VW Diesel litigation

Volkswagen recently admitted that 11 million of the vehicles it sold worldwide (approximately 500,000 in the United States) were equipped with software used to bypass emissions regulations.  The vehicles at issue were manufactured and sold by Volkswagen from 2009 through 2015.  Brand names manufactured and sold by the German automaker include Volkswagen, Audi and Porsche.  As part of its effort to become the world’s largest car manufacturer, Volkswagen aggressively marketed the diesel vehicles at issue as having met strict environmental standards while maintaining superior performance and fuel efficiency.

Diesel engines typically get better gas mileage than traditional gasoline engines.  Although diesel engines produce less carbon emissions than gasoline engines, they produce more nitrogen oxides, gasses that are extremely harmful to the environment.  Over the years, clean diesel technology began improving and the United States demand for such vehicles equipped with these engines increased.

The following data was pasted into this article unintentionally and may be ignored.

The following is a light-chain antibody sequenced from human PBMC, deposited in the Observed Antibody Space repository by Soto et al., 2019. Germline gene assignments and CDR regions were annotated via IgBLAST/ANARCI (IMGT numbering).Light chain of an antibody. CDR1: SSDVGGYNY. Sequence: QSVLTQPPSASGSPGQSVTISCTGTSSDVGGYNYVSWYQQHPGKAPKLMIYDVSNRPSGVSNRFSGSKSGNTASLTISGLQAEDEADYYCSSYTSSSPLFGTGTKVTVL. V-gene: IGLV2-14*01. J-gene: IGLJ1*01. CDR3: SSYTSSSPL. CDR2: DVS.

Volkswagen started off with the 2008 2.0L TDI CleanDiesel engine.  It claimed that the vehicles equipped with the engine had “very good fuel economy,” a “fantastic powertrain” and put out 25% less greenhouse gasses than a gasoline engine would.  Volkswagen’s advertising strategy of focusing on the unique combination of clean, efficient and highly performing vehicles was very effective.  Volkswagen became the largest seller of diesel passenger vehicles in the United States.

In 2014, the Environmental Protection Agency was alerted by an independent testing facility that the Volkswagen vehicles were emitting nitrogen oxide emissions in levels that exceeded allowable standards in the United States.  This led the Environmental Protection Agency to conduct its own investigation which ultimately revealed that the Volkswagen vehicles were extreme polluters that were not legal to drive on United States roadways.

The Environmental Protection Agency concluded that Volkswagen installed sophisticated software, also known as a defeat device, in the vehicles that detected when the vehicle was undergoing official emissions testing.  During those tests, the software would turn the full emissions controls on.  However, when the vehicles were not being tested, the emissions controls would deactivate and allow pollution to be freely released into the environment at excessive levels.  It turns out that the vehicles were emitting up to 40 times the allowable standards in the United States.

When the public learned about Volkswagen’s conduct, hundreds of consumers began filing California Lemon Law actions against the company seeking to have their vehicles repurchased pursuant to the Song-Beverly Consumer Warranty Act and other consumer protection statutes.